A client of mine recently asked me something that really bothered him. He wanted to know why his elderly mother discussed her health in such detail all the time, and why like a hypochondriac she would become concerned if she exhibited symptoms from someone else’s illness that she heard about.
Despite his concerns, it’s rather common for seniors in their 80s, like his mother, to be obsessed with their health. My basic advice was to do several things:
1) Imagine what it’s like for her. Many of her friends have health issues; some are no longer here. So it is something that will be fresh on her mind often.
2) Be a good listener. Sometimes folks need to say what they feel. Listen, even if they’re repeating the same thing they told you two days before.
3) Offer a ray of hope. A little physical activity can do wonders for the mind and the body.
I decided to write about this because his situation is by no means isolated. Many of us can fully relate to his situation and his mother’s. Understanding can go a long way. I’ve written about the benefits of exercise and physical activity many times over the years, but the most effective times have always been when it’s a situation we can connect to.
Encouraging a positive way to handle health concerns can be healing. Start with walks, even if they’re short distances. Aim for outdoor places like local parks, or around your neighborhood. In addition to getting your heart rate up and getting some vitamin D from the sun and wind on your face, walks also tend to be cathartic. If you or your loved one is stressed, walks can de-stress situations. Doing a little cardio at your gym or home on a treadmill, elliptical, or stationary bike can also be very useful. The exercise will increase endorphins, triggering “feel-good” positive vibes often needed during stressful times.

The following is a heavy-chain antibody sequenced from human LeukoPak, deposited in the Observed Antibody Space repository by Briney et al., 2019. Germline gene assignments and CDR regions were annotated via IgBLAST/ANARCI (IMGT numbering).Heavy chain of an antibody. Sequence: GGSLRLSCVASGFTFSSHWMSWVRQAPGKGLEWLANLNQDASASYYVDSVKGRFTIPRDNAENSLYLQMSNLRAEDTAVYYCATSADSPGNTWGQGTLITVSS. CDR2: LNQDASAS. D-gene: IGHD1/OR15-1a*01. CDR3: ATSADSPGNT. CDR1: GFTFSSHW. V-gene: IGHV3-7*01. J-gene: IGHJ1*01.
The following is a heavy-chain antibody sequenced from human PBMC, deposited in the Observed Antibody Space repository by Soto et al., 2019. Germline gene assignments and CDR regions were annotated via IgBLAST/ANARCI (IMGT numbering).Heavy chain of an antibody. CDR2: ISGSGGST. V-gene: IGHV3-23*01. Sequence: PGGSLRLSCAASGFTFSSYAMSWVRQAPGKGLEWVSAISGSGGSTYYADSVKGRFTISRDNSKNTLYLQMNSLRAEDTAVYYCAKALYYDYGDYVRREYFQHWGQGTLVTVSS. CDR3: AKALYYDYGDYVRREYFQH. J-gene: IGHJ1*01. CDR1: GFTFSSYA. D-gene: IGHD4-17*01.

Getting to fully understand the illness concerns of your loved one can also be very helpful. High blood pressure, elevated cholesterol levels, heart health, dementia, memory loss, and arthritis are all ailments many folks suffer with. They are all also illnesses that can be helped with exercise.
Regular exercise can lower high blood pressure and cholesterol. It can improve heart function, memory, and dementia conditions as well. The aging process is a normal part of life. T.S. Eliot once said “I don’t believe one grows older. I think that what happens early on in life is that at a certain age one stands still and stagnates.”
It’s a mandate on how we should live our life. If we take precautions to minimize illness and stay active, Eliot’s graceful quote won’t be mere words. They will be a personification of how we live and how we stay young.
If you keep the same circle of friends throughout your life as my client’s mom did, some will develop illnesses, some won’t, and some you will out survive. It’s the natural circle of life. But living in fear, having your health deteriorate, sometimes significantly, and looking for the next health problem you may have, is not a way to live your life. Quality of life is always the goal no matter our age.
Keeping your nutrition in check is also important. A healthy diet can account for 70 to 80 percent of our daily health, with the remaining 20 to 30 percent being handled with regular exercise. It can be expensive to not eat healthy. Imagine the number of illnesses you could get from unhealthy eating: processed foods, foods high in sodium and sugar, deep fried foods, etc. It’s one of the leading causes of Type II diabetes, hypertension, high blood pressure, high cholesterol, and heart illnesses. These illnesses can lead to strokes and heart attacks. So the more control we have over them the better.
Planning exercise time is also important. Most people fail in their exercise goals because they do not plan it out or schedule it like an appointment. They make it more something they’ll get to in a freestyle kind of way. The truth of the matter is that being loose about exercise is a master recipe for failing. It’s what I like to call “The Human Nature trait”. When we have an actual appointment, by nature we’re more likely to keep it and think of it as something important.
Our health is always just as important as anything else in our lives. It’s something that bears reminding, because many of us tend to forget that. As Anne Wilson Schaef once said, “Good health is not something we can buy. However, it can be an extremely valuable savings account.”
Michael Shaw is a certified fitness trainer, sports performance nutrition specialist, owner of Shaw LLC, a member of the Maryland Advisory Council on Physical Fitness, and a fitness and fashion model agent. He can be reached at www.michaelroyshaw.com.